Deep Delve

This weekend was amazing! I wish I only brought my camera (I’ve only attached one photo, which I took from my friend’s Facebook page). My trip to the beach didn’t work out due to costs and travel time, and the fact that we had to be back to campus by Sunday morning at 11 to practice for our big show. That being said, what I did instead absolutely blew my mind. The city of Taza is about an hour and a half out of Fes, and we took a train on which we met a Moroccan who only spoke Spanish and Darija, because he’d been living in Spain for the past few years as an engineer. We had a great conversation with him in Spanish, and I was really glad to be able to get out of French if only for a bit. Arriving in Taza, we checked into a beautiful riad for 30dhs per person per night, which is the cheapest I’ve ever slept (cheaper than a grande Chai Latte at Starbucks…). Our mission was to explore the Friouato Cave, considered to be North Africa’s longest discovered cave. We hired a guide and 11 of us climbed down 500 stairs into a giant pit lit only by a skylight-hole in the mountain above. Then we had to squeeze through a crack in the rocky ground less than three feet wide, and maybe about 20 feet long. After that, the cave opened up into chamber after chamber of looming caverns, complete with stalactites and stalagmites, shimmering crystalline rock features, mushroom-esque mineral growths, and pools of quiet and clear water.

We spent over two hours in the cave, slipping and sliding over the muddy ground and crawling over and through all of the underground topography. We had to brave a few rickety wooden-plank bridges over crevasses of undeterminable depth, and once we reached “the end” of the cave, there was clearly more to explore. It so happens that much of the cave itself was flooded, and areas previously explored were partially submerged in water. We convinced our guide to let us take off our shoes and pants and walk/wade/swim our way further into the labyrinth. For another 30 minutes we trudged through the freezing cold water in bare feet, swimming at times, crawling at others, until reaching a subterranean waterfall flowing through a hole in the ceiling. There was an old ladder leading up through the hole, which we climbed up. We reached a gigantic cascade of water pouring through the cracks, and our guide told us we shouldn’t continue further, as the water was over 6ft deep and we would be in danger of hypothermia. As cold as we were, most of us wanted to continue, but I suppose every spelunking adventure has to end sometime.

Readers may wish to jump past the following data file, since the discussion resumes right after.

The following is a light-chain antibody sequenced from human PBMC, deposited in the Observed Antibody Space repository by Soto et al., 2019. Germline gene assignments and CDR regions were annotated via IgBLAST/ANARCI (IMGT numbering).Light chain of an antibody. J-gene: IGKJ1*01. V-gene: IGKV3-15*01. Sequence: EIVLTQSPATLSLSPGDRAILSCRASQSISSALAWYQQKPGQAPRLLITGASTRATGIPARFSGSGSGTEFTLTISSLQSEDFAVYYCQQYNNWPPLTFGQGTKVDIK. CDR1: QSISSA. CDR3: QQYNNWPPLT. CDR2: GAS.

Our band’s show was last night, and in total about eight sets were played for a show lasting almost three hours. The audience was small, and comprised mostly of international students goaded by us to attend, but we had an absolute blast. My favorite was our rendition of Twist and Shout, when I got to play the drums and the whole audience was on their feet in front of the auditorium stage dancing. We went to a restaurant afterwards to celebrate, and the owner asked if we’d like to perform there next week, so our “band” has its first live gig next Thursday!

This Friday we are heading to Chefchaouen in a small group for some R&R, and perhaps hiking. As this week comes to a close, I realize that I only have three weeks of classes left, which is so exciting to me. To be a college graduate, traveling through Europe and Asia this summer, is something I’ve looked forward to for a long time.